|If Windows is detecting the circuits of the external drive's case correctly, in Device Manager - USB controllers there is an entry for a USB Mass Storage device or similar. |
You get a separate similar entry there if a USB flash drive or a card reader is connected
If you have more than one entry, RIGHT click on it and select Properties - you can usually easily tell from what it says there which device it is.
"...The hard drive has gone dodgy before, but that was a USB Port fault ...."
External drives require a lot of power, and they won't work properly in all possible USB ports you can plug them into.
The USB connection of the external drive requires that the USB port you plug it into can supply 500ma, the max. USB spec.
The front USB ports in a desktop case may have inadequate wiring to them. If you have USB ports higher up on the front of the case, the wiring for them may be inadequate, or the multiple ports may be ports in a hub that connects to one USB port directly connected to the mboard - that type of hub does NOT work properly with all USB devices.
If you have the drive plugged into an external hub that is the type that has multiple ports that connect to one USB port directly connected to the mboard, the external drive and many other USB devices may not work correctly, even when the hub is a "powered" one that has an external power adapter connected to it. The same goes for USB ports on a printer, scanner, keyboard, etc. which are ports in that type of hub.
The external drive can get enough power from any USB port directly connected to the mboard on a desktop mboard, and directly connected to the mboard ports on most laptops. If you have a plate in a desktop slot space with USB ports, that will probably work with an external drive, if the wiring to the mboard header is adequate. The ports in a PCI USB controller card can all supply enough current. Some laptops can't supply 500ma from any of their directly connected USB ports - in that case you have to connect an external drive to TWO USB ports, or if the external drive is 2.5", one USB ports and have an external power adapter plugged into a jack for that on the drive.
A 3.5" external drive requires a USB port connection that can supply 500ma and that the external power adapter that came with it is plugged into the external case and is powering it.
A 2.5" external drive may require TWO USB connections, or a connection to one USB port and have an external power adapter plugged into a jack for that on the drive.
Some 2.5" external drives come with two cables to connect to two USB ports on the computer end, or a USB Y cable - a small USB connector on the case end, two regular type A connectorson the computer end, or they may have one USB cable and a jack on the case you can plug an external power adapter into, but they usually don't come with the power adapter.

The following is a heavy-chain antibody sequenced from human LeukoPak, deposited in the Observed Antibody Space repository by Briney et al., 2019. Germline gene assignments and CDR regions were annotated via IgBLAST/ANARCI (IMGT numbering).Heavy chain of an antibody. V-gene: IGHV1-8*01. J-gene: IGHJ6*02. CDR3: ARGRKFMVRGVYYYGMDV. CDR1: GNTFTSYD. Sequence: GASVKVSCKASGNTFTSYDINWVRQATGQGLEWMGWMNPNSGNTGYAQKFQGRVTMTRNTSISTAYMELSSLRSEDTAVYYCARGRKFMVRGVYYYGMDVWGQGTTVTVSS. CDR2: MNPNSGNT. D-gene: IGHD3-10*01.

An external drive may not work correctly when plugged into a port on a laptop's PCMCIA (PC Card) USB 2.0 controller card, or a port in an ExpressCard USB 2.0 controller card, even if the card has a jack for connecting an external power adapter to and you connect one.
If you're SURE the external drive is plugged into one or two USB ports it should work in according to the above info, and if the circuits of the external case show up as a Mass storage device in Device Manager, then it's likely the hard drive inside the case has failed, and if you were to remove the hard drive and connect it properly internally directly to a desktop computer and test it with the hard drive manufacturer's diagnostics, you could confirm that.
"The hard drive has gone dodgy before, but that was a USB Port fault and caused the hard drive to randomly corrupt files. It was relatively easy to scan the device and repair the bad sectors, ..."
"That was your key to stop using that drive. "
USB connection problems can cause data to become corrupted, but they can't cause the drive to develop bad sectors. All drives have a small number of bad sectors, but you don't find any bad sectors for a drive that is not failing, because the automatic hardware/logic routines of the drive swap them with spare good sectors as they are encountered or develop with time. Visible (findable) bad sectors indicates the drive is failing and all the spare good sectors have been used up.
If you use the Seagate Seatools diagnostics with the hard drive (it won't detect the drive when it's in the external case), the Maxtor drive can be repaired by Zero filling it (you will lose all the data presently on the drive) ONLY if the Long test finds only a small number of LBA errors - the Long test quits when it finds more than 99 LBA errors, because it's extremely unlikely in that case that the user can fix the problem with any software.